Secession! Lakota Sioux Nation Leaves The Union!
‘Last of the Mohicans Star’ still fighting for Indian independence nearly 40 years later.
President Barack Obama has an unexpected foreign policy problem – in the Western United States. The Lakota Sioux nation has seceded from the United States, according to a story on the anti-American website La Voz de Aztlan
“We are no longer citizens of the United States of America and all those who live in the five-state area that encompasses our country are free to join us,” long-time Native American radical leader Russell Means
said. The move potentially impacts the states of Nebraska, South Dakota, North Dakota, Montana and Wyoming.
Means has been a well-known Native American radical and actor since 1973 when he and others were involved in a siege in Wounded Knew, S.D
. and Means proclaimed: “sometimes there has to be violence.” “In 1973, Mr. Means led a siege of Wounded Knee by Indians who alleged that the tribal leadership was corrupt. Two Indians were killed and one Federal marshal seriously wounded by resulting gunfire, and the episode divided many residents of the Pine Ridge Reservation,” The New York Times reported Dec. 30, 1990.
That siege took place only three years after the publication of the book, “Bury My Heart at Wounded Knee,” a saga about supposed injustices against the American Indians in the old West. Wounded Knee itself was the site of the last fight between Indians and the U.S. Army during the Indian Wars. Means described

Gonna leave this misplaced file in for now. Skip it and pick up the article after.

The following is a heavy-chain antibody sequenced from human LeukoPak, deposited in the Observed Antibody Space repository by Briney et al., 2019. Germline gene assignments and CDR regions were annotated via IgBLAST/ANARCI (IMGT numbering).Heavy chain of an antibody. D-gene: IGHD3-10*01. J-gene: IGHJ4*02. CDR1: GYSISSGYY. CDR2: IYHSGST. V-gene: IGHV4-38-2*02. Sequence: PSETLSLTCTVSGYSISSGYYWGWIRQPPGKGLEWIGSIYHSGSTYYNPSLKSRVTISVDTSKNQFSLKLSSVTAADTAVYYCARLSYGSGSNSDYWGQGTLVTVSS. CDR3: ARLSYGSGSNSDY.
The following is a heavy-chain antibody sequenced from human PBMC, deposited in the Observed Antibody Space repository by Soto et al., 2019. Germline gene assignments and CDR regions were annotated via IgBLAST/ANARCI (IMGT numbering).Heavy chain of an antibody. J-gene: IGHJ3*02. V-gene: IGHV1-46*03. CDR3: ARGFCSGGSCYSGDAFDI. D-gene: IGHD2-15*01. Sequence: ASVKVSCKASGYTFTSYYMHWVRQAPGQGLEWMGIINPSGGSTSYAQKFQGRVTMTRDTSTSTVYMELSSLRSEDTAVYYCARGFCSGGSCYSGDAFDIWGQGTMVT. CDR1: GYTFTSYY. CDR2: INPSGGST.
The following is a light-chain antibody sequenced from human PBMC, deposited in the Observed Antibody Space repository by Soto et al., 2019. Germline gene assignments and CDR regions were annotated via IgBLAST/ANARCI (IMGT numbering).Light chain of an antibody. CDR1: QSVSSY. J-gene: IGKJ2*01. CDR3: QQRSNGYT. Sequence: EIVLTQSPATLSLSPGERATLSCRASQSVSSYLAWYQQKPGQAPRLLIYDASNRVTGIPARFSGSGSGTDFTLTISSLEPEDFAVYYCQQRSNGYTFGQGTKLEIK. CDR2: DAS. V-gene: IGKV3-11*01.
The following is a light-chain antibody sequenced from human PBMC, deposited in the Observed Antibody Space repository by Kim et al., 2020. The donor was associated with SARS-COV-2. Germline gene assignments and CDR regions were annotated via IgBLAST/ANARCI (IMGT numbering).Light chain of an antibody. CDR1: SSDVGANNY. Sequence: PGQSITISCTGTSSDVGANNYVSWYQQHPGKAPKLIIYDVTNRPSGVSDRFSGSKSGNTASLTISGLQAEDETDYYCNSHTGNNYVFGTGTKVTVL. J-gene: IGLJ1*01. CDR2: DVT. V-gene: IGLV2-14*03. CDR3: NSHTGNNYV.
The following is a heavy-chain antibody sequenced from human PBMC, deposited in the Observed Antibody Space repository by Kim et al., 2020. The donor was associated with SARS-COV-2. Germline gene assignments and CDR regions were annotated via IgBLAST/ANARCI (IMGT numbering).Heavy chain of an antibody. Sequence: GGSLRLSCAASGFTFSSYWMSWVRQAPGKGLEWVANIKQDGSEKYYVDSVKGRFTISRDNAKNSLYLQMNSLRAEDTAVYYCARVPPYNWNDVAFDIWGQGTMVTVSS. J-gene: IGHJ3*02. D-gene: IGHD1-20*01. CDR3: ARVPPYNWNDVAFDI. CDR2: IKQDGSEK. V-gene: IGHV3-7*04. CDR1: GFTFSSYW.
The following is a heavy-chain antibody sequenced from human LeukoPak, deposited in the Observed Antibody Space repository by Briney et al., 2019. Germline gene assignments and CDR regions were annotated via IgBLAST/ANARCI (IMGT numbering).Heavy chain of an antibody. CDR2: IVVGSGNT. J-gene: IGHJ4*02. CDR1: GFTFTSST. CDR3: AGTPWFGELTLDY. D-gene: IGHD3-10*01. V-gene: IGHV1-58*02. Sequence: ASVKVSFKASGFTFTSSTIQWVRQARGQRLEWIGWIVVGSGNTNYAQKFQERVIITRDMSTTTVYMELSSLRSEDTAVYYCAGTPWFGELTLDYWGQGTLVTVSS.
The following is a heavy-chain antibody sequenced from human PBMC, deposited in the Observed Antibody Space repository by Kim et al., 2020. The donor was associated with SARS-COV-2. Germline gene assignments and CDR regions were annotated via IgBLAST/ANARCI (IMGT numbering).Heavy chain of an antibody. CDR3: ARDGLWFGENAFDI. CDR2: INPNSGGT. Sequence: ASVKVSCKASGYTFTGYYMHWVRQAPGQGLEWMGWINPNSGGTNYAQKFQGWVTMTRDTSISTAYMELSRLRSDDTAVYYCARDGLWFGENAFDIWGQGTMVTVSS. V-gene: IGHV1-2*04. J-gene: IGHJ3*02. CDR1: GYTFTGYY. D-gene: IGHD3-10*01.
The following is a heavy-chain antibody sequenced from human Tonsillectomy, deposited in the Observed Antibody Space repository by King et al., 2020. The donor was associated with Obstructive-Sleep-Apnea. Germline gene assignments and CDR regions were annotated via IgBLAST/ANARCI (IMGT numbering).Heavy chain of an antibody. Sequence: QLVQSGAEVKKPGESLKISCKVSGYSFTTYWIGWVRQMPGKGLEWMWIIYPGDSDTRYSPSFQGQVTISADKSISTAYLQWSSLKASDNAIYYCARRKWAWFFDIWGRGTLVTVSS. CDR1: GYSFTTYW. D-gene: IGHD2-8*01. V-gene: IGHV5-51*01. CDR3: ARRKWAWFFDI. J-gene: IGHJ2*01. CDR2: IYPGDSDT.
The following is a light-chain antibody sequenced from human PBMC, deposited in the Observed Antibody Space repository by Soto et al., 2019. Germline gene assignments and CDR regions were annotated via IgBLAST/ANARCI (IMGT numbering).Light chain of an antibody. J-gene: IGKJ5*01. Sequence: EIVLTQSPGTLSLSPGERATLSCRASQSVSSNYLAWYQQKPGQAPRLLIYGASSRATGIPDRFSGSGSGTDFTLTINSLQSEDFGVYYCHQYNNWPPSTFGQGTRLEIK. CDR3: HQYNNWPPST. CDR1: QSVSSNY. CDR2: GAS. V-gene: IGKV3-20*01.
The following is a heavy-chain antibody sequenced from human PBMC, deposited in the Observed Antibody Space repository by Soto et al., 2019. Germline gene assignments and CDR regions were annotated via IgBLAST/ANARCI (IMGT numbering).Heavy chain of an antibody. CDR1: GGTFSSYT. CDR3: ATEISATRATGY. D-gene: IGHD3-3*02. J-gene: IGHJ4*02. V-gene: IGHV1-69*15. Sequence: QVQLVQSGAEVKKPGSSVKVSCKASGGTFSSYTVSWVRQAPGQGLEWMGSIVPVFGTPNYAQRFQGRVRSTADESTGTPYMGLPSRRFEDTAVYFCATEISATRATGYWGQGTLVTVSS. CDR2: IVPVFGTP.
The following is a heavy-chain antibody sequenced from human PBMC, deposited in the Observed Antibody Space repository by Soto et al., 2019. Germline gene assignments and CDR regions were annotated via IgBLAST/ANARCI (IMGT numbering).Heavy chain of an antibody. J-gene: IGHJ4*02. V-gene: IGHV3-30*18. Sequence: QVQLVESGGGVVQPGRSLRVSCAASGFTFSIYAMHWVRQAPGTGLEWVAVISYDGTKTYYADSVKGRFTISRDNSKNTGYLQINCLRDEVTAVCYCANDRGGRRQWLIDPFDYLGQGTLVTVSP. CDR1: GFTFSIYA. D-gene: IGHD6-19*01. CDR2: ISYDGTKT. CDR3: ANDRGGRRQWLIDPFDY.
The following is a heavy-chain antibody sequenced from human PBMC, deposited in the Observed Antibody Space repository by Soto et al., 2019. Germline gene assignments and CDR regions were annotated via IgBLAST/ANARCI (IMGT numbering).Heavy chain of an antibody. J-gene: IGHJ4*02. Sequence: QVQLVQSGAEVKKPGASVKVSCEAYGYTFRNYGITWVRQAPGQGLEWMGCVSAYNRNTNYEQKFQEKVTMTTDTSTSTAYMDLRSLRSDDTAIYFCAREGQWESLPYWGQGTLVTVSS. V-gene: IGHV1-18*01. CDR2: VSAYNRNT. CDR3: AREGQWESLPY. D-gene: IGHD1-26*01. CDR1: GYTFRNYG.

the 1973 takeover as having “captured national attention when he led the 71-day armed takeover on the sacred grounds of Wounded Knee.”
He has continued his push for Sioux independence in the decades since. The Lakota declared independence in 2007, as well, with Means proclaiming: “United States colonial rule is at its end!”
In addition, the Tohono O’Odham Nation and 19 other Indigenous nations declared similar proclamations at the Indigenous Peoples’ Border Summit of the Americas that took place last month at the San Xavier District of Arizona. One of the principal resolutions declared at the summit was, “To create and use Indian Nations/tribal passports, identifications, and immigration documents for travel across imposed borders, specifically tribes along settler borders along Mexico and the U.S. and the U.S. and Canada, and to fully reinstate their traditional border crossing rights and abilities.”